The influence of climate resilience governmentality on vulnerability in regional Australia

Guy Jackson*

*Corresponding author for this work

Research output: Contribution to journalArticlepeer-review


Australia is already experiencing climate change losses and damages. Australian governments and other institutional actors acknowledge vulnerability, yet they centre building resilience to climate change. Resilience is frequently used as a synonym for vulnerability reduction, but important ideological differences exist. Indeed, scholars have suggested that resilience, as a politico-ideological tool of subject formation, can be considered a type of governmentality. While there is much research on the political and ideological dimensions of resilience, there is less focus on illuminating how resilience, as a form of climate governmentality, interacts with vulnerability to climate change. Drawing on a climate ethnography in regional Australia, I ask how do resilience discourses and interventions influence vulnerability to climate change in regional Australia? To answer this question, I explore examples of the historical-structural, intersectional and psychosocial determinants of vulnerability, identify key resilience discourses and interventions and examine how, what I term, climate resilience governmentality is influencing vulnerability to climate change. Unable to identify clear causality, I instead show how resilience governmentality is working to reinforce rather than redress the root causes of vulnerability in regional Australia. I observe that resilience discourses emphasise shared responsibility, but in practice, this translates into a focus on individual capacities. Subjects' psychological dispositions are targeted and neoliberal rationalities are desired outcomes. Climate resilience governmentality is not linked to a withdrawal of the state. Instead, it is a top-down process based on government prioritisation, subject formation strategies and the building of non-governmental institutional landscapes to provide services. I argue that climate resilience governmentality is a form of governmental gaslighting because it denies the lived experiences of precarity, insecurity and structural violence throughout regional Australia. I suggest that significant government investment in regional communities, critical societal reflection and truth-telling are urgently needed to reduce vulnerability in regional Australia.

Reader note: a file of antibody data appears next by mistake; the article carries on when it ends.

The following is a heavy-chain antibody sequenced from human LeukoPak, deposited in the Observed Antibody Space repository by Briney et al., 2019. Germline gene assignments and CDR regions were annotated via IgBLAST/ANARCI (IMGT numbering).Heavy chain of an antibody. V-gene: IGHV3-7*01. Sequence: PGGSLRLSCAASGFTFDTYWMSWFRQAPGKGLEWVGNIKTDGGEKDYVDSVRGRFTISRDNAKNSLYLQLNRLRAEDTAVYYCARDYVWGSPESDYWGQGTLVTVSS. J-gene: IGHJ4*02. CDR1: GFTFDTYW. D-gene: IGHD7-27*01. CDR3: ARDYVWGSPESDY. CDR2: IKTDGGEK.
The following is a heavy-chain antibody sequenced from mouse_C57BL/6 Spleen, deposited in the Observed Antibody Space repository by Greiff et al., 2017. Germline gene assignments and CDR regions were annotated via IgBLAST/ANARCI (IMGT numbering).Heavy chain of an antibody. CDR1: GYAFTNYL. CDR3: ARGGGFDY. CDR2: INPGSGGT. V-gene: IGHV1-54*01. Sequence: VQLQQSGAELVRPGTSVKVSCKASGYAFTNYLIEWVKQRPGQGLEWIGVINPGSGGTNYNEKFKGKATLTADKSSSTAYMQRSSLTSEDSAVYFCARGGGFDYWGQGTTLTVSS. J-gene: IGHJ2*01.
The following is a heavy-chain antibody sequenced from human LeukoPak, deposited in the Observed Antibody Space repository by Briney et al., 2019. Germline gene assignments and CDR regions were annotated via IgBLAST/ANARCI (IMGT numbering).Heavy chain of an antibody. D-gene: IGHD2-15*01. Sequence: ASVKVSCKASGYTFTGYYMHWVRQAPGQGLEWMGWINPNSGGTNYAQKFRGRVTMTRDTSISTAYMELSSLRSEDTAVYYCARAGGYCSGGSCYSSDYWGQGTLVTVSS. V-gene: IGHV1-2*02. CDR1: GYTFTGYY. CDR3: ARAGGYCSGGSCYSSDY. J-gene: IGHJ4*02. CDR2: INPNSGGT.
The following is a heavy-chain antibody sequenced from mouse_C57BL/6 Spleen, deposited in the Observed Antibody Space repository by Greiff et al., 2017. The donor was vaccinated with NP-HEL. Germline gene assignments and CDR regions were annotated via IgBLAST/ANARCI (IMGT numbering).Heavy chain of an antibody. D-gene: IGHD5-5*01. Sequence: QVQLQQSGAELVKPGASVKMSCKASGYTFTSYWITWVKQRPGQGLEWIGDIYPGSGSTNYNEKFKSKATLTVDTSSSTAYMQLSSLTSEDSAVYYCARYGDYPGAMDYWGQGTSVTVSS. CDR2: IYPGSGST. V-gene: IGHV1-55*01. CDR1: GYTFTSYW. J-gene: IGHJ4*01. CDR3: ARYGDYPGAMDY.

Original languageEnglish
Pages (from-to)1-24
Number of pages24
JournalEnvironment and Planning E: Nature and Space
Early online date23 Jan 2024
Publication statusE-pub ahead of print - 23 Jan 2024

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